In particular, what concerns the ATO is where the employer has incorrectly overstated the employee contributions that they have received on their fringe benefits tax return to reduce the taxable value of the fringe benefits provided (and thereby, the employer’s FBT liability).
The ATO's approach is very evidence-based, there needs to be documentation to back up whatever the business is claiming.
Business assets personally used by owners and staff
Private use of business assets is an area that crosses a whole series of tax areas: FBT, GST, Division 7A and income tax.
Take the ATO’s example of the property company that claimed deductions for a boat on the basis that it was used for marketing the company. This attracted the ATO’s attention and a review was carried out.
The ATO discovered the boat was used by the director and other employees for private trips and to host parties for people who had paid to attend the company's property seminars. The ATO determined the director had purchased the boat primarily for their own private use and disallowed the deductions. The company had to lodge an FBT return and pay the resultingFBT liability, as well as the income tax shortfall, interest and penalties.
If your business has cars and you need to record odometer readings at the first and last days of the FBT year (31 March and 1 April), remember to have your team take a photo on their phone and email it through to a central contact person – it will save running around to every car, or missing records where employees forget.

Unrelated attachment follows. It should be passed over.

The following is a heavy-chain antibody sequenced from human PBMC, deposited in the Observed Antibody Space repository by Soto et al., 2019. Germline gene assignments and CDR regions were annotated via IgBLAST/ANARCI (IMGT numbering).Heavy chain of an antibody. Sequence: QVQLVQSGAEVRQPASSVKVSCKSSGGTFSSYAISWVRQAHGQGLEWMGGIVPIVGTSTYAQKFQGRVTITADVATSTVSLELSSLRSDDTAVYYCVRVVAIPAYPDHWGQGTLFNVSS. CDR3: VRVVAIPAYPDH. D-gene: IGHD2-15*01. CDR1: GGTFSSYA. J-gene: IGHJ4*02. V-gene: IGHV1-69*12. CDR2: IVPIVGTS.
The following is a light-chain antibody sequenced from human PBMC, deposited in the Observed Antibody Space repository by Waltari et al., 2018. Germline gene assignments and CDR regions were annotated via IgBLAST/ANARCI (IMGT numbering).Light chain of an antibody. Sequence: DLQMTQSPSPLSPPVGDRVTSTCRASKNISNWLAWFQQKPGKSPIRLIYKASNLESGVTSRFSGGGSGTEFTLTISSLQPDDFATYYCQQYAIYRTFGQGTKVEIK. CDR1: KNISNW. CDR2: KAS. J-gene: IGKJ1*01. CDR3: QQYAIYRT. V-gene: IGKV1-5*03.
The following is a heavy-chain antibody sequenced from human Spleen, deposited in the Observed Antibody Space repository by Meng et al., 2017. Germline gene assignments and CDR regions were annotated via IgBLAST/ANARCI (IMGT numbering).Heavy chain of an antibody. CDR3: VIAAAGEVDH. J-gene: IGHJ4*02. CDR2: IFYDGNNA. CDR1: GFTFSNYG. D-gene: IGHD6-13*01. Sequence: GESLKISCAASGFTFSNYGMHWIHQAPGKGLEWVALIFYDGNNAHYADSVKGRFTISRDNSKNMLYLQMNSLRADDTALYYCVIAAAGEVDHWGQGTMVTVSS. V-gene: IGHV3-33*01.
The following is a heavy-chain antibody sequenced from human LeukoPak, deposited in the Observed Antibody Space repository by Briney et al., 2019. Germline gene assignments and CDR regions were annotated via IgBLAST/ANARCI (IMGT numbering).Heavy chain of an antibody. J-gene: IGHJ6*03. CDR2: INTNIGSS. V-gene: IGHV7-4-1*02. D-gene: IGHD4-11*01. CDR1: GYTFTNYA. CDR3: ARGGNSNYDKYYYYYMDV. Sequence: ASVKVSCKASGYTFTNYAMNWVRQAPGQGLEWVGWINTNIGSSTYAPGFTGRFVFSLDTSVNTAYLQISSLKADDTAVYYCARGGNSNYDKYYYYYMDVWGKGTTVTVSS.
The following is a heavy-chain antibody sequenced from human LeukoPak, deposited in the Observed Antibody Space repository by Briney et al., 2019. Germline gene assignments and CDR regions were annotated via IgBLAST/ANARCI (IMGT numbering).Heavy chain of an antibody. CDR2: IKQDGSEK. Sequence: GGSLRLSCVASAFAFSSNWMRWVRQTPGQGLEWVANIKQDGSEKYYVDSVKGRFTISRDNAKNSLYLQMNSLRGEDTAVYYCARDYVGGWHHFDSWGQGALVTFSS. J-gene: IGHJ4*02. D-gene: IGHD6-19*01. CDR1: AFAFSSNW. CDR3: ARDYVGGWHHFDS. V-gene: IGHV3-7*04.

Salary sacrifice and superannuation guarantee
From 1 January 2020, new rules came into effect to ensure that an employee’s salary sacrifice superannuation contributions cannot be used to reduce the amount of superannuation guarantee (SG) paid by the employer.
Under previous rules, some employers were paying SG on the salary less any salary sacrificed contributions of the employee. Previously, employers were required to contribute a percentage of an employee’s Ordinary Time Earnings (OTE) and they could choose whether or not to include the salary sacrificed amounts in OTE.
Under the new rules, the SG contribution is a percentage (from 1 July 2021, this is 10%) of the employee’s 'ordinary time earnings (OTE) base’. The OTE base is the employee’s OTE and any amounts sacrificed into superannuation that would have been OTE, but for the salary sacrifice arrangement.
Car parking changes
A controversial ruling from the ATO expands the scope of the FBT rules dealing with car parking benefits. This is because the ruling changes the ATO’s view on what constitutes a commercial parking station.Where an employer provides: